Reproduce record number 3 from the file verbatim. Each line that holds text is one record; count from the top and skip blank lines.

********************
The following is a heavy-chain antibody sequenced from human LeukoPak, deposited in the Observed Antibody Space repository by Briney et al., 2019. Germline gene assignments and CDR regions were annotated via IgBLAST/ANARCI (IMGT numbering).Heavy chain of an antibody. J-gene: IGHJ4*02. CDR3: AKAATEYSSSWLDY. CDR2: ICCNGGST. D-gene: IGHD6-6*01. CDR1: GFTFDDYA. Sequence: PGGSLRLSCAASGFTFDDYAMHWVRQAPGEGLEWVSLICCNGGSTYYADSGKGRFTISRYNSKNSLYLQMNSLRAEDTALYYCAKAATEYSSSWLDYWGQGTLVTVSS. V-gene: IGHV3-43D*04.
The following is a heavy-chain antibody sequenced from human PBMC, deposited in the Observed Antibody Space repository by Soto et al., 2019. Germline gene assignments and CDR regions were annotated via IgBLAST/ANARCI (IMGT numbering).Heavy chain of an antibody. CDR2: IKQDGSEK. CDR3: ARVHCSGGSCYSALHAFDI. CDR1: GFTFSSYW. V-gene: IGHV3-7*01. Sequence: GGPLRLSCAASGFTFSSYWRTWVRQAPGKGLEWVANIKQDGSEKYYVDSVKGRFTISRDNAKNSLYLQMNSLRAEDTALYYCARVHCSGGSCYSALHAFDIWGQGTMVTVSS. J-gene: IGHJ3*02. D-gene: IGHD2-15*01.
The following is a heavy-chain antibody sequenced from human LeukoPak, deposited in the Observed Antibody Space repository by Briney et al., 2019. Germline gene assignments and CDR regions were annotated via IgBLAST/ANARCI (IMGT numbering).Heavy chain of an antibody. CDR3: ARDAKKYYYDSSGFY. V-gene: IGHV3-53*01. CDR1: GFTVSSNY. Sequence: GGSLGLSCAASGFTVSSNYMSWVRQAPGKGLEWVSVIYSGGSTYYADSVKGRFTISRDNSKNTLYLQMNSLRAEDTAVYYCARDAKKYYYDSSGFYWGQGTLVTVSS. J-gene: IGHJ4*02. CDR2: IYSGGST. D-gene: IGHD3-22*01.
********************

The following is a heavy-chain antibody sequenced from human LeukoPak, deposited in the Observed Antibody Space repository by Briney et al., 2019. Germline gene assignments and CDR regions were annotated via IgBLAST/ANARCI (IMGT numbering).Heavy chain of an antibody. CDR3: ARDAKKYYYDSSGFY. V-gene: IGHV3-53*01. CDR1: GFTVSSNY. Sequence: GGSLGLSCAASGFTVSSNYMSWVRQAPGKGLEWVSVIYSGGSTYYADSVKGRFTISRDNSKNTLYLQMNSLRAEDTAVYYCARDAKKYYYDSSGFYWGQGTLVTVSS. J-gene: IGHJ4*02. CDR2: IYSGGST. D-gene: IGHD3-22*01.